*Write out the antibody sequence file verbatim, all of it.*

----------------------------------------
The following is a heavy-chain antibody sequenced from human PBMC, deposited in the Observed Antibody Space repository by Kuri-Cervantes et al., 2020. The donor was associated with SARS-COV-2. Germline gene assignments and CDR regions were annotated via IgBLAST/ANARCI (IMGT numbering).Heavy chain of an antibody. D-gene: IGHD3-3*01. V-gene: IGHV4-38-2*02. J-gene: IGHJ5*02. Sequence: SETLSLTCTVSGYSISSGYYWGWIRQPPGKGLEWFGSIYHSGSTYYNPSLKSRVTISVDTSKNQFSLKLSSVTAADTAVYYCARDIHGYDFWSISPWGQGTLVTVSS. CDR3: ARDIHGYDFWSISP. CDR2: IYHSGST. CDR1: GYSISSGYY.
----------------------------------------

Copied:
The following is a heavy-chain antibody sequenced from human PBMC, deposited in the Observed Antibody Space repository by Kuri-Cervantes et al., 2020. The donor was associated with SARS-COV-2. Germline gene assignments and CDR regions were annotated via IgBLAST/ANARCI (IMGT numbering).Heavy chain of an antibody. D-gene: IGHD3-3*01. V-gene: IGHV4-38-2*02. J-gene: IGHJ5*02. Sequence: SETLSLTCTVSGYSISSGYYWGWIRQPPGKGLEWFGSIYHSGSTYYNPSLKSRVTISVDTSKNQFSLKLSSVTAADTAVYYCARDIHGYDFWSISPWGQGTLVTVSS. CDR3: ARDIHGYDFWSISP. CDR2: IYHSGST. CDR1: GYSISSGYY.